“There is no new attack but the fire broke out again. It began in some places not tended by firemen before,” Sawarmi Khaled Saad, the Sudanese army spokesman, was quoted as saying by the official SUNA news agency.
Residents of the area told AFP they saw smoke over the Yarmouk facility in the south of the capital Khartoum.
Explosions and fire spread through the Yarmouk compound at about midnight last Tuesday, after people in the neighbourhood reported an aircraft or missile had flown overhead.
The government, blaming Israel, said four radar-evading aircraft had attacked the plant which it said makes “traditional weapons.”
Official media say four people were killed, up from a toll of two initially given by the government.
Sudan accused the Jewish state of a similar raid 18 months ago, on its Red Sea coast.
Israeli officials have expressed concern about arms smuggling through Sudan and have long accused Khartoum of serving as a base of support for militants from the Islamist Hamas movement that rules the Gaza Strip.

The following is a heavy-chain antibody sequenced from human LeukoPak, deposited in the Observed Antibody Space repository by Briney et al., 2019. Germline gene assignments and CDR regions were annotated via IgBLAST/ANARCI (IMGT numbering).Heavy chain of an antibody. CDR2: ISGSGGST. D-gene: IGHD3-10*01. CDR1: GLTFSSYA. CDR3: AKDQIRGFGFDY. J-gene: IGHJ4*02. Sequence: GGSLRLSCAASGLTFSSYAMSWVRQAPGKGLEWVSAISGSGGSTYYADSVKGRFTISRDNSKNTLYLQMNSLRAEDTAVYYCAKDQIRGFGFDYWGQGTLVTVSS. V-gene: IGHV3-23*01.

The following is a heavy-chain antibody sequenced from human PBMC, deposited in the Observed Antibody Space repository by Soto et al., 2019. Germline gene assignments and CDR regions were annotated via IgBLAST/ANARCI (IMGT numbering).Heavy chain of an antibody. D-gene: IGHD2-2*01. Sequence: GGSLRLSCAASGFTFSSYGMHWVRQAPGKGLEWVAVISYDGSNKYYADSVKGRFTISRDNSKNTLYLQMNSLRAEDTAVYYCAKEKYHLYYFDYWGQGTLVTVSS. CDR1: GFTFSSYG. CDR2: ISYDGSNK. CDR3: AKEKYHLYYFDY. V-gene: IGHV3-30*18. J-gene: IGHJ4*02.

Israel refused all comment on Khartoum’s allegations.
But a top Israeli defence official, Amos Gilad, said last week that Sudan “serves as a route for the transfer, via Egyptian territory, of Iranian weapons to Hamas and Islamic Jihad terrorists.”
On Saturday, a US-based non-profit monitoring group said craters at the scene of the explosion were consistent with the kind of damage created by the impact of air-delivered munitions.
The Satellite Sentinel Project started by Hollywood star George Clooney said satellite imagery showed six large craters, each approximately 16 metres (52 feet) across, at the Yarmouk plant.